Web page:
## solve the algebraic equation,Galois group of FF, and prove/disprove.

1. x^4+2x^3+3x^2+4x+5=0

2. is the equation x^2=2 solvable in 7-adic numbers?

3. find the group Gal(F_p^n^2/ F_p^n), I got n^2-n+1... is it right?

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 Recognitions: Homework Help Science Advisor 1. Isn't a question it's an equation 3. n^2-n+1 is not necessarily the most universal notation for a group. You mean the cyclic group of that order, right? Show your work.
 1. is to solve the equation, means to get the x, and I have no clue.... 2.I think it's solvable, thus I used hensel lemma and got f'(x)=2x with |f(x)|_7... but haven't got a number wich can satisfy the equation 3. for n+1, up to n^2 there will be n^2+1, and minus the n one in p^n, thus u got n^2-n+1.

## solve the algebraic equation,Galois group of FF, and prove/disprove.

Please someone , these questions will be on the final examination and it'll take place tomorrow, none of us had got these questions so far.... :(

 Recognitions: Gold Member Science Advisor Staff Emeritus It's never good to wait until the last minute! For (1), surely you've done (or seen) similar problems already, and have an idea about what you should be doing? For (2) and (3), you are very unclear... For example, I haven't the slightest idea what "with $|f(x)|_7$" means -- what exactly are the conditions for Hensel's lemma? (P.S. don't forget that there is a very easy way to find solutions to an equation modulo 7...) For (3) I have absolutely no idea what you're doing at all. Maybe if you could write more clearly what you are trying to do, it would be more clear to me... and more importantly, it would be more clear to you.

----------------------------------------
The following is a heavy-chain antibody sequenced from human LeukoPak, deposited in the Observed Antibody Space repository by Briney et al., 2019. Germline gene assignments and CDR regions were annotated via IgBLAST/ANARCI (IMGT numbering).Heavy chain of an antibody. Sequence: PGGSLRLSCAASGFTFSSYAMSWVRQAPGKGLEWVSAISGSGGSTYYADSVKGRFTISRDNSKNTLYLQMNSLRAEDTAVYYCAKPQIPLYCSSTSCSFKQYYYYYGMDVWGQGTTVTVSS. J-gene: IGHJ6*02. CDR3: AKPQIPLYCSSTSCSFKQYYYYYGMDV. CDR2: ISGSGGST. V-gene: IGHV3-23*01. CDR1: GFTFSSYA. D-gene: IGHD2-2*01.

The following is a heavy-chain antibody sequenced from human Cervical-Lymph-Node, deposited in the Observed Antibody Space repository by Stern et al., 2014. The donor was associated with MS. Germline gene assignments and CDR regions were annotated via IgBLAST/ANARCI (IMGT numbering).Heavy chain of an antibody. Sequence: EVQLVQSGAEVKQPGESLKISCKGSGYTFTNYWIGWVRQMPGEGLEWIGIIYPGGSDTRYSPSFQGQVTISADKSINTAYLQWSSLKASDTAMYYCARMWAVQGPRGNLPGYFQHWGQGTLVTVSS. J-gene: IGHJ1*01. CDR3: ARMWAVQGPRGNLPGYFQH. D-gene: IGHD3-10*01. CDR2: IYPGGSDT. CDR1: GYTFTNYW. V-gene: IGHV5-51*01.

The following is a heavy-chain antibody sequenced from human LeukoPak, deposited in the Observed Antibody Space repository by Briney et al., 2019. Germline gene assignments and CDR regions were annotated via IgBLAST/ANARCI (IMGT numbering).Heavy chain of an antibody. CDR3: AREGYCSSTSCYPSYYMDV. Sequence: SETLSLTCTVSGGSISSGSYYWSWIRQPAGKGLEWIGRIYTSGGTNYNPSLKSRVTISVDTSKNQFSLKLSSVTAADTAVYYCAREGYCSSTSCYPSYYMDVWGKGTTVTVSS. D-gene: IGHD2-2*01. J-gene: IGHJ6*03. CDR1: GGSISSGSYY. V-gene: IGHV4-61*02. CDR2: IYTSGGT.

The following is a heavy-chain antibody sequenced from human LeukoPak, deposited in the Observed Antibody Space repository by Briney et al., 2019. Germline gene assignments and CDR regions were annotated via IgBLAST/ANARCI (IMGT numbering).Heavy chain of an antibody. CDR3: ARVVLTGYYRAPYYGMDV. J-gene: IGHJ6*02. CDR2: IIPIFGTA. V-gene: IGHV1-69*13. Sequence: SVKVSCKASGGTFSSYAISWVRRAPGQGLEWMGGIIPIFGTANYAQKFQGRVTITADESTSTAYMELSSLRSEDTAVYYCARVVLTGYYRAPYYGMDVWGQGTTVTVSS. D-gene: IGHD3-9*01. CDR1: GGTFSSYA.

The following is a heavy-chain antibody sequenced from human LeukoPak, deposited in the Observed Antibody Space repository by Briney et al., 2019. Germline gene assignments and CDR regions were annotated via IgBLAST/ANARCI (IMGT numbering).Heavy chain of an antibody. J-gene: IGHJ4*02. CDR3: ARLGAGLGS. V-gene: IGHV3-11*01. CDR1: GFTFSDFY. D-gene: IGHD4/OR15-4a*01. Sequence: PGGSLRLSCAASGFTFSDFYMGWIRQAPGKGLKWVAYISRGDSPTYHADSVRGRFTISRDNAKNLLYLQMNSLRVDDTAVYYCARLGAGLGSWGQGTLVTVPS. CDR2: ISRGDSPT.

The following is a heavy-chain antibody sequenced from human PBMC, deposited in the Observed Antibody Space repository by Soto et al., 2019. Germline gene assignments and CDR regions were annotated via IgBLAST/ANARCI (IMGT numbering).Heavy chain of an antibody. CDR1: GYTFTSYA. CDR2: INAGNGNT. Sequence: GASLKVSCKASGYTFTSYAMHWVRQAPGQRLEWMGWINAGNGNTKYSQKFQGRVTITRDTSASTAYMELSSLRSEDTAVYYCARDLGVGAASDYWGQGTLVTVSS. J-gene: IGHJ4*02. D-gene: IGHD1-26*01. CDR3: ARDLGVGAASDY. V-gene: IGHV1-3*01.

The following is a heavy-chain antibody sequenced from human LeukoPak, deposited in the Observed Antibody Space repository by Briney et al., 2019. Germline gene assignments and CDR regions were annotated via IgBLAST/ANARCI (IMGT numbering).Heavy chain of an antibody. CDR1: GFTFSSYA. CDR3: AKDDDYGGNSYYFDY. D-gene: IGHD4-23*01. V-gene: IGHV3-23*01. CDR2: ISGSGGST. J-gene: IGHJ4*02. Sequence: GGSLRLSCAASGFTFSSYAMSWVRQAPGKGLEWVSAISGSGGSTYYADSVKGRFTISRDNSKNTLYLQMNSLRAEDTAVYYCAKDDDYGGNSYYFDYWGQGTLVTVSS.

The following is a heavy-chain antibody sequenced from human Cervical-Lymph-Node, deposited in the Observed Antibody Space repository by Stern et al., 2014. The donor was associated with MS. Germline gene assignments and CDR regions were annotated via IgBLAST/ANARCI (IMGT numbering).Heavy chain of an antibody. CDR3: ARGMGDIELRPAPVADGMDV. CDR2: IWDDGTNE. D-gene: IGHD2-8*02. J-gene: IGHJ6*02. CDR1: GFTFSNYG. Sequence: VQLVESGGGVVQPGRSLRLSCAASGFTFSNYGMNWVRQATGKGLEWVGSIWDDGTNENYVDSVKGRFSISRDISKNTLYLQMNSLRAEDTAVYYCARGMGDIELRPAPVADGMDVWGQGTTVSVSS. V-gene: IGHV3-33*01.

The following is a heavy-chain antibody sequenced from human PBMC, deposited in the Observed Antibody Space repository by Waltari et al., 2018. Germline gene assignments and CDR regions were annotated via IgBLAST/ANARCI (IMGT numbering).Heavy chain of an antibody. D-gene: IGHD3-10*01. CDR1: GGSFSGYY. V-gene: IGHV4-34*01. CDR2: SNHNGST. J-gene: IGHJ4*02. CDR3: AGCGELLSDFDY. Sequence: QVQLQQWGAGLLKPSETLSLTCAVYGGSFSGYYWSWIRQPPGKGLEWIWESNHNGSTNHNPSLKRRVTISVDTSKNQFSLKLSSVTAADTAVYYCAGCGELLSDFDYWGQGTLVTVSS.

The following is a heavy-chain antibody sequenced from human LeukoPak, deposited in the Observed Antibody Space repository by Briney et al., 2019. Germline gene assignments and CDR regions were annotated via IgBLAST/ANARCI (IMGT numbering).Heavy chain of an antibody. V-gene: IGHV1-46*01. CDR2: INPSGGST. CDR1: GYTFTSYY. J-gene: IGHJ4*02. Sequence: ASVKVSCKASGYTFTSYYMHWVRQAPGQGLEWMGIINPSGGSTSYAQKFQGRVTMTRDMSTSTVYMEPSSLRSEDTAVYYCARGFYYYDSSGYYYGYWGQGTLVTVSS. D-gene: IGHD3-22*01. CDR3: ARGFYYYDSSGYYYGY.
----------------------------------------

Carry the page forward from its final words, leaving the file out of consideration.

Recognitions:
Homework Help
 Quote by jian1 3. for n+1, up to n^2 there will be n^2+1, and minus the n one in p^n, thus u got n^2-n+1.

If I read this on its own I have no idea that you're talking about Galois Theory or even that you are talking about groups.

Recognitions:
Homework Help
 Quote by jian1 1. x^4+2x^3+3x^2+4x+5=0
This has "ugly" complex roots (2 pairs of complex conjugate roots). You need the general quartic method to solve this one.

Proving the equation has no real roots is easy. x= 1 is obviously not a solution of the original equation.

Let the orig. expression in x be represented as f(x)

Now,
$${(x-1)}^2f(x) = {(x-1)}^2(x^4+2x^3+3x^2+4x+5) = x^6-6x+5 = g(x)$$ (say)

All zeros of f(x) comprise a subset of the zeros of g(x).

The degree 6 polynomial $$g(x)$$ obviously has a repeated root at x = 1. It would have 4 other (not necessarily distinct) roots.

But $$g'(x) = 6(x^5 - 1)$$ has no real zeros other than x = 1 (the others are the complex fifth roots of unity). Hence g(x) has no intersections with the x-axis other than forming a tangent at the repeated root x = 1. And we've observed that x = 1 is obviously not a zero of f(x).

Hence, f(x) has no real zeros.